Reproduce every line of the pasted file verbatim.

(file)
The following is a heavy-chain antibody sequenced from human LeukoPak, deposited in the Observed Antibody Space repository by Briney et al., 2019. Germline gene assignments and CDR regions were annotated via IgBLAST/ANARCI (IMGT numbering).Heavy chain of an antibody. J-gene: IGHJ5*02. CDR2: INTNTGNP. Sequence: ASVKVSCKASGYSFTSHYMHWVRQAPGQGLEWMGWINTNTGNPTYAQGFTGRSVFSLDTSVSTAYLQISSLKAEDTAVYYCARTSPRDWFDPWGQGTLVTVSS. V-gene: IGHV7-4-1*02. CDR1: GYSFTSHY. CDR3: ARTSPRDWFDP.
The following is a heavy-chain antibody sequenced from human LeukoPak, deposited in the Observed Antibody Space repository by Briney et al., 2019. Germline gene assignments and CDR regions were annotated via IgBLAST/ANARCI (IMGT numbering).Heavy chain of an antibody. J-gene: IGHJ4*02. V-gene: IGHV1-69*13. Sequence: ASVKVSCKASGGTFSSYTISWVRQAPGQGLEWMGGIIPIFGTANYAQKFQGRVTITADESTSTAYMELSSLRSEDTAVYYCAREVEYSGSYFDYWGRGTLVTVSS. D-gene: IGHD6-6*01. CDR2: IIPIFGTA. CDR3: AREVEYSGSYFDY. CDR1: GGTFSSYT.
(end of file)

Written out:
The following is a heavy-chain antibody sequenced from human LeukoPak, deposited in the Observed Antibody Space repository by Briney et al., 2019. Germline gene assignments and CDR regions were annotated via IgBLAST/ANARCI (IMGT numbering).Heavy chain of an antibody. J-gene: IGHJ5*02. CDR2: INTNTGNP. Sequence: ASVKVSCKASGYSFTSHYMHWVRQAPGQGLEWMGWINTNTGNPTYAQGFTGRSVFSLDTSVSTAYLQISSLKAEDTAVYYCARTSPRDWFDPWGQGTLVTVSS. V-gene: IGHV7-4-1*02. CDR1: GYSFTSHY. CDR3: ARTSPRDWFDP.
The following is a heavy-chain antibody sequenced from human LeukoPak, deposited in the Observed Antibody Space repository by Briney et al., 2019. Germline gene assignments and CDR regions were annotated via IgBLAST/ANARCI (IMGT numbering).Heavy chain of an antibody. J-gene: IGHJ4*02. V-gene: IGHV1-69*13. Sequence: ASVKVSCKASGGTFSSYTISWVRQAPGQGLEWMGGIIPIFGTANYAQKFQGRVTITADESTSTAYMELSSLRSEDTAVYYCAREVEYSGSYFDYWGRGTLVTVSS. D-gene: IGHD6-6*01. CDR2: IIPIFGTA. CDR3: AREVEYSGSYFDY. CDR1: GGTFSSYT.